Have you ever watched "The Nutcracker" and felt bad for the Mouse King? A certain 7-year-old from Omaha, Nebraska, certainly has. And she's determined to do something about it.
If you recall the story of "The Nutcracker," adapted from E.T.A. Hoffmann's The Nutcracker and the Mouse King, you'll remember that epic scene in which toy soldiers and mice battle underneath a giant Christmas tree. Toward the end of the scene, Clara -- the ballet's lead character -- throws her slipper at the Mouse King, knocking him out. The remaining mice are forced to carry their commander's lifeless body away in shame.
Annabel Averett recently watched this scene firsthand. The young ballerina, turning 8 years old later this month, has been performing in a production of "The Nutcracker" at Creighton University, running through this weekend in Omaha. And she plays a mouse.
"Playing the part of the mouse made her see 'The Nutcracker' storyline in a completely different way," Annabel's mother, Erin W. Averett, Associate Professor of Archaeology at Creighton University, told The Huffington Post over email. "She realized that people -- in the audience, but also the other characters -- were scared or hated the mice and the Mouse King."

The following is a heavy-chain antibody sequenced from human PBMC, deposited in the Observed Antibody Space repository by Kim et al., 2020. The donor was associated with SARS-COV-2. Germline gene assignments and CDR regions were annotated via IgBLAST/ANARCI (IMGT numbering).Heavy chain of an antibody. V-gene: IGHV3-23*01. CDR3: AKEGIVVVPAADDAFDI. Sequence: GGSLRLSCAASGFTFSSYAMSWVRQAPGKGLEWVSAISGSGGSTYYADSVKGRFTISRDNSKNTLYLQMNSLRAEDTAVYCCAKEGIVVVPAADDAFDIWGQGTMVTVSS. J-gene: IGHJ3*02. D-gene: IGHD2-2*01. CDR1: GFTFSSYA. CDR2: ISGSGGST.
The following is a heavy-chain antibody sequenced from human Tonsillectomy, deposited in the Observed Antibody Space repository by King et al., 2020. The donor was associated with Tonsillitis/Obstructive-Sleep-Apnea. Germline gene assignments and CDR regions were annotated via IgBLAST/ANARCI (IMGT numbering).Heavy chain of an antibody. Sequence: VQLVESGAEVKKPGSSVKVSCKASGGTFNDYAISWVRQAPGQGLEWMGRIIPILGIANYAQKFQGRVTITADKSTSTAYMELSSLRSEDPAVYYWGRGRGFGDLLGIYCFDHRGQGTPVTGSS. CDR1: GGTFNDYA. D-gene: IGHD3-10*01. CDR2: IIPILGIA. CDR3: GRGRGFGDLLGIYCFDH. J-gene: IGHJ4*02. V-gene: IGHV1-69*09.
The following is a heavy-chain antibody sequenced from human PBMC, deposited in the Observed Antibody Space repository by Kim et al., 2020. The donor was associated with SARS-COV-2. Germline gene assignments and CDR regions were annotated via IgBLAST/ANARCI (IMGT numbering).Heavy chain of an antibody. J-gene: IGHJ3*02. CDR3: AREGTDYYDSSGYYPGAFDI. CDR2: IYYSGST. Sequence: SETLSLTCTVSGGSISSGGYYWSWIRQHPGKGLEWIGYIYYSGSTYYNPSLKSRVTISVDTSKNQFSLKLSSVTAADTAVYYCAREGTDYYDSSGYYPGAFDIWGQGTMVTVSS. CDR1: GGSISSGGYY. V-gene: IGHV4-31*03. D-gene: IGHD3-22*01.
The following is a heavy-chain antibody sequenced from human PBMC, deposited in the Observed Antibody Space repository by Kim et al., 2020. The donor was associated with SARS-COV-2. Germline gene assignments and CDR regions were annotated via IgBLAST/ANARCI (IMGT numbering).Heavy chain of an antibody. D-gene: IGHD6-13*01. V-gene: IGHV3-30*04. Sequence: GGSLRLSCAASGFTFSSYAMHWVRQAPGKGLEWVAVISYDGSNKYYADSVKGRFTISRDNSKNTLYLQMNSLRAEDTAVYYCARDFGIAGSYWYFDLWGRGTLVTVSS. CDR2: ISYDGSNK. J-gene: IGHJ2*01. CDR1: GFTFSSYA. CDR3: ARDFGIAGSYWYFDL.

Annabel, her mother says, didn't think the hatred was warranted. So the empowered elementary schooler decided to start the Mouse Freedom Front, a backstage effort to advocate for the rights of the mice in "The Nutcracker." It's no small feat. Annabel has recruited other Mouse Freedom Front members, crafted a 12-point manifesto, passed out pamphlets with information about her cause, and even composed an anthem. All in the hopes of teaching her fellow "Nutcracker" dancers a little bit of empathy.
Annabel will be performing in the production of "The Nutcracker" this weekend at Creighton. Ahead of closing night, we spoke to Annabel's mother about the founding of Mouse Freedom Front and what it means to watch her 7-year-old speak out against intolerance today.
Tell me a little bit about Annabel -- is this her first time taking a stand like this?
She is very bright and reads quite extensively at an advanced level for her age. I think her reading has given her a sense of empathy and awareness of people and issues outside her immediate world. In particular, books like the Harry Potter series that highlight compassion and justice in a way that is approachable for children. She has read all seven Harry books, twice!
Although Annabel has always been sensitive to other people’s feelings and is always helping kids at her school, I believe this is her first time taking a stand on this level. One interesting thing is that we have taken her (and her sisters) to see "The Nutcracker" ballet in Atlanta every year since she was three. She told me that when she watched the ballet before she was always scared of the Mouse King and thought the mice scene was a little scary, but also admitted that she didn’t understand everything when she was younger and just a spectator.